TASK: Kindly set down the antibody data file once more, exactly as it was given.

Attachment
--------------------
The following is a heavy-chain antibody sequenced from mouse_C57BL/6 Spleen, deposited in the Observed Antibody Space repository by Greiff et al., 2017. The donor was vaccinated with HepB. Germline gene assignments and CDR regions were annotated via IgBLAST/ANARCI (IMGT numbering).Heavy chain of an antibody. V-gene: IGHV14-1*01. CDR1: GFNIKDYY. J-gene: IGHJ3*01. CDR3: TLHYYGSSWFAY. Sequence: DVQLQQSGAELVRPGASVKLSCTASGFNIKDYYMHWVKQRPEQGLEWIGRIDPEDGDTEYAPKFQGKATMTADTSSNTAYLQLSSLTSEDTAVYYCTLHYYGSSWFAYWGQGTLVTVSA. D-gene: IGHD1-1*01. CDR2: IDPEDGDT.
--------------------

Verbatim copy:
The following is a heavy-chain antibody sequenced from mouse_C57BL/6 Spleen, deposited in the Observed Antibody Space repository by Greiff et al., 2017. The donor was vaccinated with HepB. Germline gene assignments and CDR regions were annotated via IgBLAST/ANARCI (IMGT numbering).Heavy chain of an antibody. V-gene: IGHV14-1*01. CDR1: GFNIKDYY. J-gene: IGHJ3*01. CDR3: TLHYYGSSWFAY. Sequence: DVQLQQSGAELVRPGASVKLSCTASGFNIKDYYMHWVKQRPEQGLEWIGRIDPEDGDTEYAPKFQGKATMTADTSSNTAYLQLSSLTSEDTAVYYCTLHYYGSSWFAYWGQGTLVTVSA. D-gene: IGHD1-1*01. CDR2: IDPEDGDT.